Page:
12. Entertaining, but with major holes in the logic The scientific conclusions are sometimes merely conjectured I felt as if they started their research in the middle of the book , so to speak Pop science by concensus.ough some of it seemed dead on which is probably why they felt at liberty to fill in the holes with supposition Truth mixed with fiction is the oldest hook in the book.

    13. My professors had us use this book in class to interpret another novel through the concepts given in the book It was easy to read and I loved all of the biological reasons behind what has been written and what continues to be written It is easy to find all of ideas offered in this book in other literature after having been exposed Overall, this book was a great reference I would recommend it to everyone.

    14. As a psychoanalyst, I am very interested in evolutionism In my mind it goes together since society is made up of rules that restrain our animal impulses.So whenever you want to understand a human motive, look for animal behaviour.This book is both very enlightening and humorous Through classics of literature, it reveals the strive for survival that the characters adopt.Great book, nice and light prose.

    15. Finally I got my hands on a copy and I got a chance to read it before school This is a fantastic non fiction book It s a strange combination, science and literature, but the author makes it all come together There were many things in this book that I had never heard before, I thought the information about how fat in hips and breasts are an evolutionary fake out made perfect common sense, I had just never heard read it before Very interesting book overall.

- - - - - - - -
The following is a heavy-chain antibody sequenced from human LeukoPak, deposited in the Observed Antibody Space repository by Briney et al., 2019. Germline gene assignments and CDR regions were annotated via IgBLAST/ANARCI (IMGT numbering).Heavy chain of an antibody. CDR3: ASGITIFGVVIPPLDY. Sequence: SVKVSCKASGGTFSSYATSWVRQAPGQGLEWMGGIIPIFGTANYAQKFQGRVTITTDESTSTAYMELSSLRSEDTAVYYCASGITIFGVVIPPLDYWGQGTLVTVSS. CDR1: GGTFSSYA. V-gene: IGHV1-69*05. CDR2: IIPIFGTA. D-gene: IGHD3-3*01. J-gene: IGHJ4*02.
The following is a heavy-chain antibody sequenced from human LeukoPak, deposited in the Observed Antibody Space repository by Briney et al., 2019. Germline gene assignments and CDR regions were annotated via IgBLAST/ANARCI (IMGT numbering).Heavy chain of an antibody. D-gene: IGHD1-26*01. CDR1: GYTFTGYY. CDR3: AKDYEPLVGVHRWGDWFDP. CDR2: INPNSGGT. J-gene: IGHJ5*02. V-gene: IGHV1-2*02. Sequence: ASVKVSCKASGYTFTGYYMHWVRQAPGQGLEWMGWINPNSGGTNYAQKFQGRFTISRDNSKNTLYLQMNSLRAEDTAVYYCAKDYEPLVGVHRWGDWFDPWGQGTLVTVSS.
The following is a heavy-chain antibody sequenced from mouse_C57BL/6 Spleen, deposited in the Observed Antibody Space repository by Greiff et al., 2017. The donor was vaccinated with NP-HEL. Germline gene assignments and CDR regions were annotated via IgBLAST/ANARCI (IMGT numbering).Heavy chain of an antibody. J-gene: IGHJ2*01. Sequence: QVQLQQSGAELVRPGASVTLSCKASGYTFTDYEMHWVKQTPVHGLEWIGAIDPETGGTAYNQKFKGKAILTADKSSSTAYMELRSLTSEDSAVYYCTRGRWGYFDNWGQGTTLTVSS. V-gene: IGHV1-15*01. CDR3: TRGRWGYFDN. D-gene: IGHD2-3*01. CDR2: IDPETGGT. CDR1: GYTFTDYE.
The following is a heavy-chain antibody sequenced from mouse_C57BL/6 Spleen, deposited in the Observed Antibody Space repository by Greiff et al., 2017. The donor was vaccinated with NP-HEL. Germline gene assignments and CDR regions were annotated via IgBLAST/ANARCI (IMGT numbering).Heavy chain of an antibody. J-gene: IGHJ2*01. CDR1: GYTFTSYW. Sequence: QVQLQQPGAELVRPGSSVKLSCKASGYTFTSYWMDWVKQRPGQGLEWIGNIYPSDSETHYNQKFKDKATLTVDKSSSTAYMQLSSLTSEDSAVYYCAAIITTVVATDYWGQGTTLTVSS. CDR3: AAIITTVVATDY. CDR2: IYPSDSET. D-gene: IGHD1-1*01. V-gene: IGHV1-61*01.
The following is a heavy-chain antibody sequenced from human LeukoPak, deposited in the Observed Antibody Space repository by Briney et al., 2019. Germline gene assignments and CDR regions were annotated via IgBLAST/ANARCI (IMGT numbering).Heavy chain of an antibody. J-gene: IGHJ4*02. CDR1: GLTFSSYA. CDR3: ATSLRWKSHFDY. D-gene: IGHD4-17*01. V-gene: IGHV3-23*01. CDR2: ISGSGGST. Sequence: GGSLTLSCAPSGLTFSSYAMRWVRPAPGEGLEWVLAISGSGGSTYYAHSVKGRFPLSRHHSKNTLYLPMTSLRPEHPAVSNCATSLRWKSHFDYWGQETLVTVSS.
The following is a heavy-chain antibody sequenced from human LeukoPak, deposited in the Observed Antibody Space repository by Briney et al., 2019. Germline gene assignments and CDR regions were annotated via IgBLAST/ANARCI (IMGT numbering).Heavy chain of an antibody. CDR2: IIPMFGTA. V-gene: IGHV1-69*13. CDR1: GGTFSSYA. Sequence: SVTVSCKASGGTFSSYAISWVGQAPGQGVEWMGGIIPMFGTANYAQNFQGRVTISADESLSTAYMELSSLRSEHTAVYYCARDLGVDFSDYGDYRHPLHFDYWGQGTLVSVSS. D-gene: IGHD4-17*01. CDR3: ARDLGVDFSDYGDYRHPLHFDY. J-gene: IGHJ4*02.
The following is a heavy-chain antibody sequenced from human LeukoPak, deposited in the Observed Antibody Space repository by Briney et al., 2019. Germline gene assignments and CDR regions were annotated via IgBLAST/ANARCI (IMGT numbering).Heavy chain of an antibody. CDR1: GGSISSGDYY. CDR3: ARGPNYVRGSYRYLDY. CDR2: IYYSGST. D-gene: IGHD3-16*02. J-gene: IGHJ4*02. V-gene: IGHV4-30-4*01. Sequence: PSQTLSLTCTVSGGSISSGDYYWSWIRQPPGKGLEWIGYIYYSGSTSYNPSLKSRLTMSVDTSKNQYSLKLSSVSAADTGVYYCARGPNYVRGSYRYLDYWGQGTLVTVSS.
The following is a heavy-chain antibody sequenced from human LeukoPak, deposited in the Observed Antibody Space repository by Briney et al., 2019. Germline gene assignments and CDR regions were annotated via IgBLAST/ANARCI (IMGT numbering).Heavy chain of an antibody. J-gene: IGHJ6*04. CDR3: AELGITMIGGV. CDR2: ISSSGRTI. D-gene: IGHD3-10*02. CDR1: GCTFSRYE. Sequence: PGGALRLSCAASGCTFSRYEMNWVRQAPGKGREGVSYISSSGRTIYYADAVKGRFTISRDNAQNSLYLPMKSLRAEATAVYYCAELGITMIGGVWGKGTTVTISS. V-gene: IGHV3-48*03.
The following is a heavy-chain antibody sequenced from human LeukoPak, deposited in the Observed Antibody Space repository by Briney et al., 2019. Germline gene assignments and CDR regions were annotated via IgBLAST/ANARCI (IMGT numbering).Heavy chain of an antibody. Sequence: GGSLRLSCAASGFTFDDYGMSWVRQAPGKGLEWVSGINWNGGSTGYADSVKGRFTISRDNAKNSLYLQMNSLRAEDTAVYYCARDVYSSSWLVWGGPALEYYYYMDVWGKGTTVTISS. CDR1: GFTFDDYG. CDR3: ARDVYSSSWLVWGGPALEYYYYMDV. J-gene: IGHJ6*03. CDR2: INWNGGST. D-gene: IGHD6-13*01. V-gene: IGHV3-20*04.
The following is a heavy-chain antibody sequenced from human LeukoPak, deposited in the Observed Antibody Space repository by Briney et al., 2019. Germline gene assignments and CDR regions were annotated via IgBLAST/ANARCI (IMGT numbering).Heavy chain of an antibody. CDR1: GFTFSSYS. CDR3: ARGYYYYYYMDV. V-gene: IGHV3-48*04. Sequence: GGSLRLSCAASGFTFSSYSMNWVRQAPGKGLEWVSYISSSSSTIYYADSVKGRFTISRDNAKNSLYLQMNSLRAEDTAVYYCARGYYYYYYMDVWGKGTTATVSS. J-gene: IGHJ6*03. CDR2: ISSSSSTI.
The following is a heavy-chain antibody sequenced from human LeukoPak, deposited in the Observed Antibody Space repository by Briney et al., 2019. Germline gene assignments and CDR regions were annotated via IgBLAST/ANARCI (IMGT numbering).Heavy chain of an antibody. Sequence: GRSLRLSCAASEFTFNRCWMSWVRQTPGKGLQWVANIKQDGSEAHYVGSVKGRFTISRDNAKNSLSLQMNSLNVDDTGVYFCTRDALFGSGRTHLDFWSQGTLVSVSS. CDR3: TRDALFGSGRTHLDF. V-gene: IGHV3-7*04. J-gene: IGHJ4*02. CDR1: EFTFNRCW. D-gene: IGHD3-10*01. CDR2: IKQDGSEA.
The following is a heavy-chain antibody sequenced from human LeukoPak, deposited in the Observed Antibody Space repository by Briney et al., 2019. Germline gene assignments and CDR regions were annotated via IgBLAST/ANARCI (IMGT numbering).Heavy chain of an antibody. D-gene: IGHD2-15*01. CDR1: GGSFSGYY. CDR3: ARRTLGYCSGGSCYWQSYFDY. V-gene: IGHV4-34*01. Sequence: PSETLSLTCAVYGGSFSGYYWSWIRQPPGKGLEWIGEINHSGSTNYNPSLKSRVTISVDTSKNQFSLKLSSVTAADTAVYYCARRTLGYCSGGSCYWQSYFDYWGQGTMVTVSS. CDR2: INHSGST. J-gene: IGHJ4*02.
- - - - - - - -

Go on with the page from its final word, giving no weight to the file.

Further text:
16. Madame Bovary s Ovaries is a fascinating book a look at literature, from the earliest to the modern through the medium of evolutionary biology It is at once a n explanation why we do what we do as well as a look at why some literary works fascinate us as they do Do not miss this one Even if you are not a fan of serious reading, you ll enjoy this book.

    17. Interesting I think purely because of my love of biology definitely falls under the category of over analysis Strays away from the literature too much to call itself a darwinian look at literature, i think like basic evolutionary theory with occasional references to famous novels meh it was okay.

    18. How could I not love a book that married evolutionary biology with great literature The father daughter team of authors use examples from books like Pride and Prejudice and Madame Bovary to explain the biological roots of human behavior My only complaint, and therefore the withholding of that final star, is that the explanations end up being too simplistic.